The Oasis - April 7, 2021
Author: Pastor Dan Hollis
April 07, 2021
April 7, 2021
by Pastor Dan
And what a holy week it was!
From the triumphal entry of Palm Sunday (rung in so stirringly by Nate’s solo) to the dawning of new life on Easter (heralded by Joyce, Wendell, and so many others in between), my spirit felt alive. Fizzing, like a drive-through soft drink where they pull a little too heavy on the carbonation lever.
This time of year, my grandmother used to always “spring has sprung, the grass is riz. I wonder where the birdies is?” Well the grass still needs to do some riz-ing, but I’ve definitely found the birds; they’re singing in my trees from sun-up until after sun-down. This is a time of new life we’re entering into, and it means Easter is well-put in our church calendar. The world is facing its own resurrection. The resurrection of Spring, and—slowly but surely—a resurrection into what we are hoping will be a COVID-free world. I can feel that new life on the tip of my tongue, and as a thirty-something I will hopefully soon be feeling it on the tip of a needle as well. I look forward to the months to come, where the world will hopefully soon match my Easter spirit.
But there is another saying—one that’s probably a little offensive, but I present it here for historical context: “It ain’t over ‘til the fat lady sings.” It’s a reference to a character at the end of Wagner’s 1876 opera Götterdämmerung, Brünnhilde, who sings for twenty minutes and leads directly into the show’s epic finale.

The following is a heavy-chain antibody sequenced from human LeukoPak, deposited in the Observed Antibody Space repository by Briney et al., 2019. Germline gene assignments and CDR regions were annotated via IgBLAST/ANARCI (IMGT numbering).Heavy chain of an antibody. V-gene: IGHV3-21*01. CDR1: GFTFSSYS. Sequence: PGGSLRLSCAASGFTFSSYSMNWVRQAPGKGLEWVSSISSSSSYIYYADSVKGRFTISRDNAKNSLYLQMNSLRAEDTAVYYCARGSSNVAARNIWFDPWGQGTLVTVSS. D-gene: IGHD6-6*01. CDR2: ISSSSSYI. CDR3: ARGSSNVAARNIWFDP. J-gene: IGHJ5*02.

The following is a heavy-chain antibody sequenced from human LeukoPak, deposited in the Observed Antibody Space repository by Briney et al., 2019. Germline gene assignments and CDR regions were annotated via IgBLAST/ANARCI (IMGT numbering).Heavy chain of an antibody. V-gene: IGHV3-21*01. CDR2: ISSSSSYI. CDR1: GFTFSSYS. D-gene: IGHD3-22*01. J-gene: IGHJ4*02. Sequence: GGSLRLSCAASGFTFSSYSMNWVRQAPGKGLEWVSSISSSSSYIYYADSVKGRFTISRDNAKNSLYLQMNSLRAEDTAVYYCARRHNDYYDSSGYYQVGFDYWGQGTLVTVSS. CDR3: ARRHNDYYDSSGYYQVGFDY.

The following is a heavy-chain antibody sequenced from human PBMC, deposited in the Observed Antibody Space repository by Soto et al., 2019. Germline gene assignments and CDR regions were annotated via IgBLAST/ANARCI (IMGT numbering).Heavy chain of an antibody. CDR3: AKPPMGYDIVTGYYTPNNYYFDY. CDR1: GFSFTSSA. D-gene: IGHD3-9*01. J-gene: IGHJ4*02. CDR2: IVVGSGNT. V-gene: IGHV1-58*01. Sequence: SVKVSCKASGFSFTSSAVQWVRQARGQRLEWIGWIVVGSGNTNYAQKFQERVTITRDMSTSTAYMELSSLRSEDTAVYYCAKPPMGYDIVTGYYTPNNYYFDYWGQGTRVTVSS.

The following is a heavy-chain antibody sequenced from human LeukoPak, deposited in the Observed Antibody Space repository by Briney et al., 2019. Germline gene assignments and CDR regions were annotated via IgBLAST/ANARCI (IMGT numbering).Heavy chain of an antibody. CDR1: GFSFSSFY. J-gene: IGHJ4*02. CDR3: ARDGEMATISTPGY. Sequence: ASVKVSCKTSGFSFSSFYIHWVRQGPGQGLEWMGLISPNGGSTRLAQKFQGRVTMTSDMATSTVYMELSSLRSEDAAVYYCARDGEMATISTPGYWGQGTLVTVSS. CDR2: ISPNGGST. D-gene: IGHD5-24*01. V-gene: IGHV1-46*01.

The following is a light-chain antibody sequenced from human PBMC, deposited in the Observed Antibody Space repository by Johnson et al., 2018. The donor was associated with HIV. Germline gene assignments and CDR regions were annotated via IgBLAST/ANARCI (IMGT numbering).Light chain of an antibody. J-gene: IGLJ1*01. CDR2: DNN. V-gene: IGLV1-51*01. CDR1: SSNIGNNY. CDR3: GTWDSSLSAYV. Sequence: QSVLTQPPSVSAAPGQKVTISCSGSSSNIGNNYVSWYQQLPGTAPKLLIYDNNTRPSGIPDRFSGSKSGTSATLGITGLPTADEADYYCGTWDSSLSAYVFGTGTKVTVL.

The saying itself… well, I like the way Wikipedia puts it: “It means that one should not presume to know the outcome of an event which is still in progress. More specifically, the phrase is used when a situation is (or appears to be) nearing its conclusion. It cautions against assuming that the current state of an event is irreversible and clearly determines how or when the event will end.”
It’s a saying that—had it been coined by the time Jesus lived, which it wasn’t—could have been applied to the first Holy Week. The Disciples thought it was all over on Good Friday when Christ died, but—as a more sensitive saying puts it: “It ain’t over ‘til it’s over.” The lady had yet to sing, and the Grass had yet to riz.
Götterdämmerung is an opera about the end of the world, and its ending is perhaps less hopeful than the ending of Holy Week, but it is full of its own beauty, too. It reminds us that the saying cuts both ways: you can’t count good out until it’s truly over… but you can’t count bad out yet until it’s over either.
As we look forward in hope to our 2021 resurrection from a 2020 full of Good Fridays, let us not be careless. As our “situation is nearing its conclusion,” let us be careful not to “jump the gun,” to add in yet one more cliché. The realization of our hope is so close now, but to get from Good Friday to Easter Sunday, even the Disciples had to sit through Holy Saturday. May we continue to be safe, compassionate, selfless, and caring with all of our actions, so that when the final notes of this pandemic are sung.